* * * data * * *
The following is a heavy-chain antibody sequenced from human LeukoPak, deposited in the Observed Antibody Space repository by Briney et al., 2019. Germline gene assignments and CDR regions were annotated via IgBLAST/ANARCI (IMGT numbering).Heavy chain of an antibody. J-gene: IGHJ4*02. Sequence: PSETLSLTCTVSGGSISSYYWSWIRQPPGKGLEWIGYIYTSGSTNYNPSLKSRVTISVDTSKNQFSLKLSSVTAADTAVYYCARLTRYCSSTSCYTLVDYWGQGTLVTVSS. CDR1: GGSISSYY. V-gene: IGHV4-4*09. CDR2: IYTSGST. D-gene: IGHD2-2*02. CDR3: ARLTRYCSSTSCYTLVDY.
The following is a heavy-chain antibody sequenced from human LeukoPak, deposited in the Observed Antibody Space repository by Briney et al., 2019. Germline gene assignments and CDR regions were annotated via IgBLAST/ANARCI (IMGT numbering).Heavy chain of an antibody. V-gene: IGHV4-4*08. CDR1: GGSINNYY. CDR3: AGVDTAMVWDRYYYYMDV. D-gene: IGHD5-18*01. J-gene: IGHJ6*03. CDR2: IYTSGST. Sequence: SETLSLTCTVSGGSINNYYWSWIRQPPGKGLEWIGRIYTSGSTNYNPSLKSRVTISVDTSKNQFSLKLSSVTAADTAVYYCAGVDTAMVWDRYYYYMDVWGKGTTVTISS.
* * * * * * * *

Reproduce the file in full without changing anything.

The following is a heavy-chain antibody sequenced from human LeukoPak, deposited in the Observed Antibody Space repository by Briney et al., 2019. Germline gene assignments and CDR regions were annotated via IgBLAST/ANARCI (IMGT numbering).Heavy chain of an antibody. J-gene: IGHJ4*02. Sequence: PSETLSLTCTVSGGSISSYYWSWIRQPPGKGLEWIGYIYTSGSTNYNPSLKSRVTISVDTSKNQFSLKLSSVTAADTAVYYCARLTRYCSSTSCYTLVDYWGQGTLVTVSS. CDR1: GGSISSYY. V-gene: IGHV4-4*09. CDR2: IYTSGST. D-gene: IGHD2-2*02. CDR3: ARLTRYCSSTSCYTLVDY.
The following is a heavy-chain antibody sequenced from human LeukoPak, deposited in the Observed Antibody Space repository by Briney et al., 2019. Germline gene assignments and CDR regions were annotated via IgBLAST/ANARCI (IMGT numbering).Heavy chain of an antibody. V-gene: IGHV4-4*08. CDR1: GGSINNYY. CDR3: AGVDTAMVWDRYYYYMDV. D-gene: IGHD5-18*01. J-gene: IGHJ6*03. CDR2: IYTSGST. Sequence: SETLSLTCTVSGGSINNYYWSWIRQPPGKGLEWIGRIYTSGSTNYNPSLKSRVTISVDTSKNQFSLKLSSVTAADTAVYYCAGVDTAMVWDRYYYYMDVWGKGTTVTISS.